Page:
setup like external instruments
I don't think you know what I mean by Cubases External instruments feature. Go in Devices drop down menu / VST Connections / External instruments and you'll see. That's where you set up your external instrument. I load all my hardware like any other VST, from the VST menu, as an instrument track, not a midi track. Enabling all your VST effects to be used on your hardware, in real time, non destructive, no need to record.
I've just had a lil play around to remember how it works. If you want to record the Virus so you have an audio track of it with in Cubase, use the 'Render in Place' function in the 'Edit' drop down menu. Don't forget you can set the Virus parts to 1 of 3 USB outs in VC 'Common' tab and can activate these out puts in cubase, the lil box with the outward pointing arrow, in the inspector view (left hand side of the screen) next to where it says Virus TI, when the Virus TI track is selected.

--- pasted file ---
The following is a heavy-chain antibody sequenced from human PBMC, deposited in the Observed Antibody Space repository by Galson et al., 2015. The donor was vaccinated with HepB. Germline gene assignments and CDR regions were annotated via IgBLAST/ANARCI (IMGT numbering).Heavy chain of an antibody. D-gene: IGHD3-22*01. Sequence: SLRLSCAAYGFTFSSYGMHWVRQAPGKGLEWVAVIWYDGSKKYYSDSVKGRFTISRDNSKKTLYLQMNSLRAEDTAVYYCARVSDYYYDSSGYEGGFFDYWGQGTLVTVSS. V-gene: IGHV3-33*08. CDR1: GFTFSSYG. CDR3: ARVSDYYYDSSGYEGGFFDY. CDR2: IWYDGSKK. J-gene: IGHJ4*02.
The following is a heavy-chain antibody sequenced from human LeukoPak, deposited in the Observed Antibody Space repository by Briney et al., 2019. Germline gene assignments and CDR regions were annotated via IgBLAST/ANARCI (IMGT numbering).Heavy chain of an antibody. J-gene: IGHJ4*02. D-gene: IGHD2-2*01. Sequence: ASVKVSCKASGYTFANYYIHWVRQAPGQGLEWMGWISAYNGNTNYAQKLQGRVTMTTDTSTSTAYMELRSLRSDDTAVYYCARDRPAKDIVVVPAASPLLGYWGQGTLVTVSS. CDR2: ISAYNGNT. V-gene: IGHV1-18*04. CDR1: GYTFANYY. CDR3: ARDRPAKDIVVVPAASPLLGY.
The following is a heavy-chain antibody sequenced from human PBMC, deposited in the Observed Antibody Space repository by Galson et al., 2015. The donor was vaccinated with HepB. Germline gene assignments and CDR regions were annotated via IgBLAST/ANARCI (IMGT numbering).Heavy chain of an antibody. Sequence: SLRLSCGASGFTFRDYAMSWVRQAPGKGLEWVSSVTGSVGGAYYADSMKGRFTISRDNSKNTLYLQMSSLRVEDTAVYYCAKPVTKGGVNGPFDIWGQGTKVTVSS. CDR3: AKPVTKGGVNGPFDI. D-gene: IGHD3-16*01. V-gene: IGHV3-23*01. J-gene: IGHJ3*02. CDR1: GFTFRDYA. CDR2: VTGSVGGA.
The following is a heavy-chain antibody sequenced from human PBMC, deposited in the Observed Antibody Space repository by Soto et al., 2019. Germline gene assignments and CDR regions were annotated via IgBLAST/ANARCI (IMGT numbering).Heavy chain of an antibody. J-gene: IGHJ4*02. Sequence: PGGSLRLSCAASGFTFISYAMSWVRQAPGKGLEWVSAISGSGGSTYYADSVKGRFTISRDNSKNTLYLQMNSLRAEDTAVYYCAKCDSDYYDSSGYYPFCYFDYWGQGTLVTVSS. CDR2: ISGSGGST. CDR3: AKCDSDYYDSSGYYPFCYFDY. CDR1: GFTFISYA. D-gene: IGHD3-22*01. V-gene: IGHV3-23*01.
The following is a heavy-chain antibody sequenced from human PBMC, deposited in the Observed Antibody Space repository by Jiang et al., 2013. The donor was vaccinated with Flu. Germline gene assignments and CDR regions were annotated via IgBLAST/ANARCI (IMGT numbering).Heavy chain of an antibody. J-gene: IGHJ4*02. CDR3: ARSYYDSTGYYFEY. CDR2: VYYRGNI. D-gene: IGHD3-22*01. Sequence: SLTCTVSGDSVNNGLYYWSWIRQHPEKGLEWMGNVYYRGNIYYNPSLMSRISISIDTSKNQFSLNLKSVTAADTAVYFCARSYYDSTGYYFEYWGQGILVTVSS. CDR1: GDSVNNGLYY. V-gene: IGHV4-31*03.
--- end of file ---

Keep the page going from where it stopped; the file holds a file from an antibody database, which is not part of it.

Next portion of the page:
Now you can record audio using the USB, even though the Virus isn't set as your sound card. Cubase will record all 3 of the USB Virus channels and automatically create an audio track for each, muting the original virus part, depending on the 'Render in Place' settings.
However, you will begin to run into a new problem, Cubases infamous unintended midi swing, which I'm surprised you haven't noticed when recording your other hardware, yet!!!
edit: And i will add... I've just realised if you leave the 'live' activated, when playing the midi back you've just recorded, although the live greys out and is unselectable, it's still messing with the timings. Make sure you deactivate this, before rendering/recording audio from the midi with in Cubase.